We might say then that Empousa is a primordial creature who emblematizes everything a proper woman, wife, and mother should not be.
The figure of Empousa is an effective counterweight to the way that mothers and other women have often been constructed in the Western philosophical tradition: as part of a set of fixed oppositions that underlie and support this tradition (e.g., male/female, culture/nature, mind/body, reason/emotion).
How would such figures of mythology as Empousa have achieved human form in the first century B.C.E., and what were the social conditions that gave rise to the particular forms of such demons that we find in Propertius?
Let us now turn to several of Propertius's memorable mothers and view them in this context of Empousa and other demonic mother figures.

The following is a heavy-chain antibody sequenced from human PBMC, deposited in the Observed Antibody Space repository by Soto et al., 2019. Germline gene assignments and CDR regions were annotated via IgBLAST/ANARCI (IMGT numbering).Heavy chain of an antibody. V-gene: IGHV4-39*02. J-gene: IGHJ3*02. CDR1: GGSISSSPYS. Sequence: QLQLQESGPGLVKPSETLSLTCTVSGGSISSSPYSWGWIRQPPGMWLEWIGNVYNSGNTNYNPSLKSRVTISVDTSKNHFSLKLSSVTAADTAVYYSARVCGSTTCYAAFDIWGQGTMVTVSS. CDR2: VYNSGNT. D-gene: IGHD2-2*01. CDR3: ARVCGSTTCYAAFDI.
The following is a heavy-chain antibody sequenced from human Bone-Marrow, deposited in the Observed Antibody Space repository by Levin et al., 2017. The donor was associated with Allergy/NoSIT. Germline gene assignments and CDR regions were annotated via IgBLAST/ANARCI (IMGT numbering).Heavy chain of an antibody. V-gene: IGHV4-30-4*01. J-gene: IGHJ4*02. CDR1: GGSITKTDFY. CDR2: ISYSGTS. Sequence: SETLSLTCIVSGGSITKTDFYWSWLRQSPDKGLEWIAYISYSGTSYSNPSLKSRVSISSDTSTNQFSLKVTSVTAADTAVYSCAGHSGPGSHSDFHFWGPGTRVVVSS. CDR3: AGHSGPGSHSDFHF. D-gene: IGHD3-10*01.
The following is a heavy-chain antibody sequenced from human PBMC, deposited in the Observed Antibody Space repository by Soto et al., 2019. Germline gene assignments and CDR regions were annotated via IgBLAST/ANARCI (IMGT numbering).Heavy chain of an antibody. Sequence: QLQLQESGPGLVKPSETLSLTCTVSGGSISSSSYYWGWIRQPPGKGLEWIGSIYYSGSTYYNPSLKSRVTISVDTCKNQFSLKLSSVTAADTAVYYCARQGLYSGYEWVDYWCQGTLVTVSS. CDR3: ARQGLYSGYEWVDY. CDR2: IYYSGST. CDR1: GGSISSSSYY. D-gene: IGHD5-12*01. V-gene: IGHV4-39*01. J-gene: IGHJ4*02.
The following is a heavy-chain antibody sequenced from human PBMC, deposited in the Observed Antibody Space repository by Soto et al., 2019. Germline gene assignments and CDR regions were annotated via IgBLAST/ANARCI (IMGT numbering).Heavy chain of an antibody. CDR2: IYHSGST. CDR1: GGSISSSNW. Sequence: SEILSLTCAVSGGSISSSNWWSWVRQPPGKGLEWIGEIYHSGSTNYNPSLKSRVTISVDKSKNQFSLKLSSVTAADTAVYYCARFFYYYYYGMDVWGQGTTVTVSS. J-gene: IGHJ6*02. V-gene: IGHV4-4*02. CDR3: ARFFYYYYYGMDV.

Further, the mother, represented as a theriomorphic figure here, reminds us again of demon figures like Empousa, who were often presented as possessing wild animal traits and features.
To return to the figure of Empousa, I see in the changeable figures of mothers, and women in general, inheritors of the shape-shifting monsters of the earliest Greek imaginary: ancient figures like Empousa, Medea, Pandora, and--to bring us down to contemporary times--Sigourney Weaver's character in the movie "Ghostbusters," Dana Barrett, the beautiful cellist who turns into the Terror Dog of the Sumerian god Gozer.
"Empousa, Dionysus and the Mysteries: Aristophanes, Frogs 285ff." CQ 41: 41-50.
I am reminded here of Pandora, who gives or is given "everything." See also the Vita Aeschines, where it is stated that Aeschines' mother was "accustomed to rush out of dark places to frighten women and children, and was nicknamed Empousa, therefore, because Empousa was a [TEXT NOT REPRODUCIBLE IN ASCII]." See Vita Aeschines, vol.